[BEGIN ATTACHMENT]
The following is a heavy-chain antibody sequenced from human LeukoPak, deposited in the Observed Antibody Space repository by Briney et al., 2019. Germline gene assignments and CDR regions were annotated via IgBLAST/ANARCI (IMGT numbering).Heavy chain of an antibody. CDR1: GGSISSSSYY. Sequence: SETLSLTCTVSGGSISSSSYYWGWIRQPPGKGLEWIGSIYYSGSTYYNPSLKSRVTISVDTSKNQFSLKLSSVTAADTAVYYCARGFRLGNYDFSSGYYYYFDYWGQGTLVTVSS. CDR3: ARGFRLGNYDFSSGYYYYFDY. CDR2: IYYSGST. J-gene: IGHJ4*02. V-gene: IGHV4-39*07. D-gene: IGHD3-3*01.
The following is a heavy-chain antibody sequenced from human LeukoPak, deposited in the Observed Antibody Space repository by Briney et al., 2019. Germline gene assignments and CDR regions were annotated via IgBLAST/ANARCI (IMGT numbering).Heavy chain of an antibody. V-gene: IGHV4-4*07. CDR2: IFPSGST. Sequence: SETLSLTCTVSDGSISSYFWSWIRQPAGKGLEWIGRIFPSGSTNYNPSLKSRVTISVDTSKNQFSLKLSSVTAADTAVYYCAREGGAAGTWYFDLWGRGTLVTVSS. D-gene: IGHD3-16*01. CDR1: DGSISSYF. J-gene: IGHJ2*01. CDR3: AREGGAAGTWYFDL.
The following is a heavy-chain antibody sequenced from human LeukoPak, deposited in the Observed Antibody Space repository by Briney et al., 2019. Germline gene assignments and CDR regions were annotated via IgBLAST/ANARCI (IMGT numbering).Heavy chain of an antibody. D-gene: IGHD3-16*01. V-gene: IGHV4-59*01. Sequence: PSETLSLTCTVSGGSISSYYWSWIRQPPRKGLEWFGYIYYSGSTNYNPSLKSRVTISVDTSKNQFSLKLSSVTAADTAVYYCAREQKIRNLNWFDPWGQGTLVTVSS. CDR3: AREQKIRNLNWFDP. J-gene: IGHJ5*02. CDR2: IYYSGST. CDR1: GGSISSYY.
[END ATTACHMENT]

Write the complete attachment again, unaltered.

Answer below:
The following is a heavy-chain antibody sequenced from human LeukoPak, deposited in the Observed Antibody Space repository by Briney et al., 2019. Germline gene assignments and CDR regions were annotated via IgBLAST/ANARCI (IMGT numbering).Heavy chain of an antibody. CDR1: GGSISSSSYY. Sequence: SETLSLTCTVSGGSISSSSYYWGWIRQPPGKGLEWIGSIYYSGSTYYNPSLKSRVTISVDTSKNQFSLKLSSVTAADTAVYYCARGFRLGNYDFSSGYYYYFDYWGQGTLVTVSS. CDR3: ARGFRLGNYDFSSGYYYYFDY. CDR2: IYYSGST. J-gene: IGHJ4*02. V-gene: IGHV4-39*07. D-gene: IGHD3-3*01.
The following is a heavy-chain antibody sequenced from human LeukoPak, deposited in the Observed Antibody Space repository by Briney et al., 2019. Germline gene assignments and CDR regions were annotated via IgBLAST/ANARCI (IMGT numbering).Heavy chain of an antibody. V-gene: IGHV4-4*07. CDR2: IFPSGST. Sequence: SETLSLTCTVSDGSISSYFWSWIRQPAGKGLEWIGRIFPSGSTNYNPSLKSRVTISVDTSKNQFSLKLSSVTAADTAVYYCAREGGAAGTWYFDLWGRGTLVTVSS. D-gene: IGHD3-16*01. CDR1: DGSISSYF. J-gene: IGHJ2*01. CDR3: AREGGAAGTWYFDL.
The following is a heavy-chain antibody sequenced from human LeukoPak, deposited in the Observed Antibody Space repository by Briney et al., 2019. Germline gene assignments and CDR regions were annotated via IgBLAST/ANARCI (IMGT numbering).Heavy chain of an antibody. D-gene: IGHD3-16*01. V-gene: IGHV4-59*01. Sequence: PSETLSLTCTVSGGSISSYYWSWIRQPPRKGLEWFGYIYYSGSTNYNPSLKSRVTISVDTSKNQFSLKLSSVTAADTAVYYCAREQKIRNLNWFDPWGQGTLVTVSS. CDR3: AREQKIRNLNWFDP. J-gene: IGHJ5*02. CDR2: IYYSGST. CDR1: GGSISSYY.